Les Hodge | Summer prune reaps autumn rewards

HORTICULTURE HERITAGE: The longevity and popularity of the Peace rose, created in 1952, is a testament to its versatility.
HORTICULTURE HERITAGE: The longevity and popularity of the Peace rose, created in 1952, is a testament to its versatility.

Gardeners who pruned their roses in February should have had a few early blooms in April, and by the middle of the month, will be in the midst of the full flush of autumn blooms with quite a few quality flowers to come in May and possibly even a few in June.

The non-pruned roses will probably finish most of their autumn blooms by the middle of this month and consequently, will have a long wait until mid-October for their next flowers of any worth.

This is the main reason we should summer prune, especially with the hybrid teas.

Gardeners contemplating planting a few new roses this year should be looking around at roses in bloom at the moment.

If this is not possible, have a look through the catalogues for the new releases.

Just Joey is possibly the most popular of those hardier rose types.

Just Joey is possibly the most popular of those hardier rose types.

I tend to look at catalogues that are about seven to ten years old and if I notice any of the roses are still available today, it’s a good indication to me that they are hardy and produce really good crops of flowers, otherwise they would have fallen out of favour and be discontinued by the commercial rose growers.

There are a few older varieties that have stood the test of time and if you come across any, they are well worth securing.

Of these tough types are Double Delight a great rose renown for its ability to use minimal water, the large-flowered Caribbean for its resistance to disease, Blue Moon the heavenly perfumed rose and probably the most popular, Just Joey with its coppery/orange flowers.

Peace has been around since 1952 and is one the great roses used to breed new varieties.

Then there is the ever-popular Iceberg, a cross between Robin Hood and Virgo, which is undoubtedly the best of the floribundas with its sprays of elegant white-flushed-with-pink blooms.

Others include the yellow-flowered floribunda Remembrance a favourite standard specimen, and Rosa de Rescht, one of the best Damasks with double, deep pink blooms.

The Christian Dior, released in 1958, has blooms comprised of 52 scarlet petals.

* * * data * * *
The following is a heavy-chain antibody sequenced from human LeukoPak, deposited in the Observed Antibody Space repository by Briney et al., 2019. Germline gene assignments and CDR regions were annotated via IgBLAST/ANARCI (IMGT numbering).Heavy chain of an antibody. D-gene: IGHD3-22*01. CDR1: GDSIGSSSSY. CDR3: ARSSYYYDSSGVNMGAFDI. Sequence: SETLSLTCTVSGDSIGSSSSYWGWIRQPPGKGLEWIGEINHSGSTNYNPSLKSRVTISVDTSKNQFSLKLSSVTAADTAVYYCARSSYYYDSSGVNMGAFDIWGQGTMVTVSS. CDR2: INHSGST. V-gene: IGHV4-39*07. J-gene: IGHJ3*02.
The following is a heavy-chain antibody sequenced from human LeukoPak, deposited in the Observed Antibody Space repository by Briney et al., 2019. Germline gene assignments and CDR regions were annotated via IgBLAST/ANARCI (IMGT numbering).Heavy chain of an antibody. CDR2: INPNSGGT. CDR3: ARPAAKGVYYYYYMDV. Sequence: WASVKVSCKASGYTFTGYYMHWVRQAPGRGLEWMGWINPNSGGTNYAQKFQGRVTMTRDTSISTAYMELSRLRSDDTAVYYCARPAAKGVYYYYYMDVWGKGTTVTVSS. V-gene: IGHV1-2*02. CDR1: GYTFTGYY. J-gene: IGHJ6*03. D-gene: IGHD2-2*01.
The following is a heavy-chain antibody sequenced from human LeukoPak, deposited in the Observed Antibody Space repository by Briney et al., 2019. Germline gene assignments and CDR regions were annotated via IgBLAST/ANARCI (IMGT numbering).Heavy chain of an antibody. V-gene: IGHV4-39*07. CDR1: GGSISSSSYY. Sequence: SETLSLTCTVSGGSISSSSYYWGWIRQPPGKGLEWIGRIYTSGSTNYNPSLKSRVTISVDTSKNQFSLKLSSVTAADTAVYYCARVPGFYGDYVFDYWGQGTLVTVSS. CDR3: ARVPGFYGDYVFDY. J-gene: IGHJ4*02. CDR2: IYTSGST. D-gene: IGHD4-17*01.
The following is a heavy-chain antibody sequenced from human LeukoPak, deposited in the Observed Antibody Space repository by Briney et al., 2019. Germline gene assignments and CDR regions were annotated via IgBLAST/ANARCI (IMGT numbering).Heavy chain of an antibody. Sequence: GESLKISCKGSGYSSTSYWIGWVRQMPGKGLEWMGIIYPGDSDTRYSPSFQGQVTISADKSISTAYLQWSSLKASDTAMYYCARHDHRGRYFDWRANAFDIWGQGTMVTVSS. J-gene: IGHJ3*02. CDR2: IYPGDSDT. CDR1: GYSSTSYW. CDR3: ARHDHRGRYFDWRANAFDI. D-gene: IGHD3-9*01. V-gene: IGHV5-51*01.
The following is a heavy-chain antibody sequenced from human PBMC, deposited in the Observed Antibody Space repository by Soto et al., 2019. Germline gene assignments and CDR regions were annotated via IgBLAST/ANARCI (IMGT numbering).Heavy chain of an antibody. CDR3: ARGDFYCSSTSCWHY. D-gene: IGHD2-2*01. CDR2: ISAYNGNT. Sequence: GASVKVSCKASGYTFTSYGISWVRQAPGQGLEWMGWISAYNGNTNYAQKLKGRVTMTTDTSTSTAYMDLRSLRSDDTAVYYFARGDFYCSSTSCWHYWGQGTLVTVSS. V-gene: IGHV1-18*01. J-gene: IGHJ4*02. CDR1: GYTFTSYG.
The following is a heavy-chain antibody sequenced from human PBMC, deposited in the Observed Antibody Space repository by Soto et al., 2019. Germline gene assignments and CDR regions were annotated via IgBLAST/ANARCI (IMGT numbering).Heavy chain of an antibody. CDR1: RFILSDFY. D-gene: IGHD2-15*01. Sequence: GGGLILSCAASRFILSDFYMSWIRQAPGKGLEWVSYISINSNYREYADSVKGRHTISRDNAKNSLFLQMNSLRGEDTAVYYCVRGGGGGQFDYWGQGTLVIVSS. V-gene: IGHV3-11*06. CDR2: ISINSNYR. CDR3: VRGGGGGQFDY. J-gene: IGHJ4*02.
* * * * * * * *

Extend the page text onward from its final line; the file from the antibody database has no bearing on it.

The Christian Dior, released in 1958, has blooms comprised of 52 scarlet petals.

Of the dark red flowering varieties Ena Harkness, bred in 1954, still remains one of the best roses for its profusion of stunning deep crimson-scarlet blooms over a long period of time, and Christian Dior introduced in 1958 with blooms made up of 52 petals of deep, velvety scarlet.

The ideal time to plant bare-rooted roses is in winter, but potted plants can be planted at any time of the year.

Choose an open, sunny and well-drained position with protection from the wind as this is essential for good blooms. Provide plenty of space between plants to allow for the free movement of air.

Water new plants the day before planting with Seasol.

Dig the hole large enough to take the roots which should be placed downwards and outwards over a small mound on the bottom of the hole.

With its stunning perfume, Blue Moon is also a favourite with rose lovers.

With its stunning perfume, Blue Moon is also a favourite with rose lovers.

Diary

April 14:  The Australian Plant Society’s Autumn Native Plant Sale at Max Fry Hall, Trevallyn, 10am-4pm.  

April 17:  The Australian Plant Society meets at the Max Fry Hall on Gorge Rd, Trevallyn at 7.30pm. Visitors are welcome. Hear experts talk on gardening with native plants.

April 18: The Launceston Horticultural Society meets at the Windmill Hill Hall, High Street, Launceston at 8pm.

April 19: The Launceston Orchid Society meets at the Newnham Uniting Church Hall, George Town Road, Launceston at 7pm.

April 21:  Autumn Spectacular at Emu Valley Rhododendron Garden, Burnie featuring Burnie Concert Band and the Segway Singers from 10am4pm.  Entry $10 adults, concession $8, children free.  Tea room open 10am – 4pm. 

April 21, 22: Launceston Horticultural Society’s Autumn Show St Ailbe’s Hall, Margaret Street, 2pm-5pm Saturday and 10am-4pm Sunday. Plant stalls, pottery demonstration, garden structures, jams and preserves. Admission $3 adults.